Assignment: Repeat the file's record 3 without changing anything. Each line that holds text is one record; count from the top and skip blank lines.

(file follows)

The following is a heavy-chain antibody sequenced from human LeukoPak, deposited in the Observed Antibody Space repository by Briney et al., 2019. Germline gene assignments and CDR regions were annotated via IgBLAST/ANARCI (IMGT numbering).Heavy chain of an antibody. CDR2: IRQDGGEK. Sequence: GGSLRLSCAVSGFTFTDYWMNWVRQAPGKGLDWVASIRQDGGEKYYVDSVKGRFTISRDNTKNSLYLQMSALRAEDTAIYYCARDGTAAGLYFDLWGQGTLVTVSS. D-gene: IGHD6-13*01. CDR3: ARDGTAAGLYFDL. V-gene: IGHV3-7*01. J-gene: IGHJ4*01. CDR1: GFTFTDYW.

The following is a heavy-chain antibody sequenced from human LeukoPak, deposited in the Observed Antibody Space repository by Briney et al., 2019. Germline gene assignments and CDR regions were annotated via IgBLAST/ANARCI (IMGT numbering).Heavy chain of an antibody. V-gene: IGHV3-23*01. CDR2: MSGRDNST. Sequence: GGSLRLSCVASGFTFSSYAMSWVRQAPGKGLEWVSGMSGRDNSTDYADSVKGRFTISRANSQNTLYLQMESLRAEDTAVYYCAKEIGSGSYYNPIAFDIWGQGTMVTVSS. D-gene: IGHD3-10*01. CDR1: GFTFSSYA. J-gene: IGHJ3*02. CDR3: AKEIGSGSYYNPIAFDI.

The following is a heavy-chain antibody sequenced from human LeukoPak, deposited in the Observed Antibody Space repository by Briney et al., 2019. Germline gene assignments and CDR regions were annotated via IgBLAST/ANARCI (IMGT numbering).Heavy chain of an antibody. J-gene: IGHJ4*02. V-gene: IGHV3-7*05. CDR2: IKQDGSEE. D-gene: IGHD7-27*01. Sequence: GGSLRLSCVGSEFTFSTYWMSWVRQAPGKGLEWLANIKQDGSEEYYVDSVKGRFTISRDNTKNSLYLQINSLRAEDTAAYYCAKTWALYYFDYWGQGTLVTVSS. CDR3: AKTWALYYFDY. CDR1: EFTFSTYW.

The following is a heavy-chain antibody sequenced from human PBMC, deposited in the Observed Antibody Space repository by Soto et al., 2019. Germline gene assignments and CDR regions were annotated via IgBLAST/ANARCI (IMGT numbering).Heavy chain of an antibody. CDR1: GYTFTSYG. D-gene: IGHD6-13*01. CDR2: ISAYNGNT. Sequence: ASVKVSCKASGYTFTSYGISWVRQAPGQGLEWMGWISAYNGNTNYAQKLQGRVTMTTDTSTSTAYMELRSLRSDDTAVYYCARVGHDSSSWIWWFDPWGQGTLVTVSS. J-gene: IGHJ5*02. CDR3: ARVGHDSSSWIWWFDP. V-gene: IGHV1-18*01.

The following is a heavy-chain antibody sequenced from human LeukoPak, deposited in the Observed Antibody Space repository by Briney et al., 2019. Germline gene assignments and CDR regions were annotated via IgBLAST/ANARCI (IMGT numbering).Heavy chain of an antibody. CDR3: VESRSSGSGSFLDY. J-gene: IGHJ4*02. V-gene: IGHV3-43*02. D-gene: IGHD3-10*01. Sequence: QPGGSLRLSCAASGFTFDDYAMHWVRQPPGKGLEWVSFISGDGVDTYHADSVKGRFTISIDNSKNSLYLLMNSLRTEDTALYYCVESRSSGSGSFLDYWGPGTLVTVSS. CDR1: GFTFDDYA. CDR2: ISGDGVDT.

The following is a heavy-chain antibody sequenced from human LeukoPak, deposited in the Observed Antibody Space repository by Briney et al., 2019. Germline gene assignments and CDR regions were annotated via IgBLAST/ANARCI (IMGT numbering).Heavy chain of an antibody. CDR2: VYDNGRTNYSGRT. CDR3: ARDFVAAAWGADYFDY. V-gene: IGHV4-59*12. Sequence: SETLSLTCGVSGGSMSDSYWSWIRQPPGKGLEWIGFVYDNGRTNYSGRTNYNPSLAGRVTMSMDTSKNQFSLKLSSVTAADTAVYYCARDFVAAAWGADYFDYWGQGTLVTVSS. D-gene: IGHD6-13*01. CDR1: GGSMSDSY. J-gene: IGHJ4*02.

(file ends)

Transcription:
The following is a heavy-chain antibody sequenced from human LeukoPak, deposited in the Observed Antibody Space repository by Briney et al., 2019. Germline gene assignments and CDR regions were annotated via IgBLAST/ANARCI (IMGT numbering).Heavy chain of an antibody. J-gene: IGHJ4*02. V-gene: IGHV3-7*05. CDR2: IKQDGSEE. D-gene: IGHD7-27*01. Sequence: GGSLRLSCVGSEFTFSTYWMSWVRQAPGKGLEWLANIKQDGSEEYYVDSVKGRFTISRDNTKNSLYLQINSLRAEDTAAYYCAKTWALYYFDYWGQGTLVTVSS. CDR3: AKTWALYYFDY. CDR1: EFTFSTYW.